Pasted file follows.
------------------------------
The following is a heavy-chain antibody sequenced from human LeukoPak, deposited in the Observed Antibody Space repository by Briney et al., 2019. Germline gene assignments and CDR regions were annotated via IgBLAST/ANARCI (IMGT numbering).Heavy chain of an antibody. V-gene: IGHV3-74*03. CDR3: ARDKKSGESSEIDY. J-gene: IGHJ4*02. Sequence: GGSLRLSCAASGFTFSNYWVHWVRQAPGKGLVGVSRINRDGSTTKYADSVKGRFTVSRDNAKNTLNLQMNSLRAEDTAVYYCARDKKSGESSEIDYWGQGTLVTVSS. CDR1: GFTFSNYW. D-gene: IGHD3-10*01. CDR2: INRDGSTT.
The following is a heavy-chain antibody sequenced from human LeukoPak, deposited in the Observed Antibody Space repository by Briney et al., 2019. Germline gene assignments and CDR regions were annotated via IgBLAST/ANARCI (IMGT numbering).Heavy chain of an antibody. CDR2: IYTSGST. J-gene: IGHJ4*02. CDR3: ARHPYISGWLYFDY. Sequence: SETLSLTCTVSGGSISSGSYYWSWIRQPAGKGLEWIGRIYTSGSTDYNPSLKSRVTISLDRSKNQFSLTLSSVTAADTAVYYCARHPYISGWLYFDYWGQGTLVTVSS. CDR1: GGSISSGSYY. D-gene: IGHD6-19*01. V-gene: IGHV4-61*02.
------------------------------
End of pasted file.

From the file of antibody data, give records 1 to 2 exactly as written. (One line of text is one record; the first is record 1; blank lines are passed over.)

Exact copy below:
The following is a heavy-chain antibody sequenced from human LeukoPak, deposited in the Observed Antibody Space repository by Briney et al., 2019. Germline gene assignments and CDR regions were annotated via IgBLAST/ANARCI (IMGT numbering).Heavy chain of an antibody. V-gene: IGHV3-74*03. CDR3: ARDKKSGESSEIDY. J-gene: IGHJ4*02. Sequence: GGSLRLSCAASGFTFSNYWVHWVRQAPGKGLVGVSRINRDGSTTKYADSVKGRFTVSRDNAKNTLNLQMNSLRAEDTAVYYCARDKKSGESSEIDYWGQGTLVTVSS. CDR1: GFTFSNYW. D-gene: IGHD3-10*01. CDR2: INRDGSTT.
The following is a heavy-chain antibody sequenced from human LeukoPak, deposited in the Observed Antibody Space repository by Briney et al., 2019. Germline gene assignments and CDR regions were annotated via IgBLAST/ANARCI (IMGT numbering).Heavy chain of an antibody. CDR2: IYTSGST. J-gene: IGHJ4*02. CDR3: ARHPYISGWLYFDY. Sequence: SETLSLTCTVSGGSISSGSYYWSWIRQPAGKGLEWIGRIYTSGSTDYNPSLKSRVTISLDRSKNQFSLTLSSVTAADTAVYYCARHPYISGWLYFDYWGQGTLVTVSS. CDR1: GGSISSGSYY. D-gene: IGHD6-19*01. V-gene: IGHV4-61*02.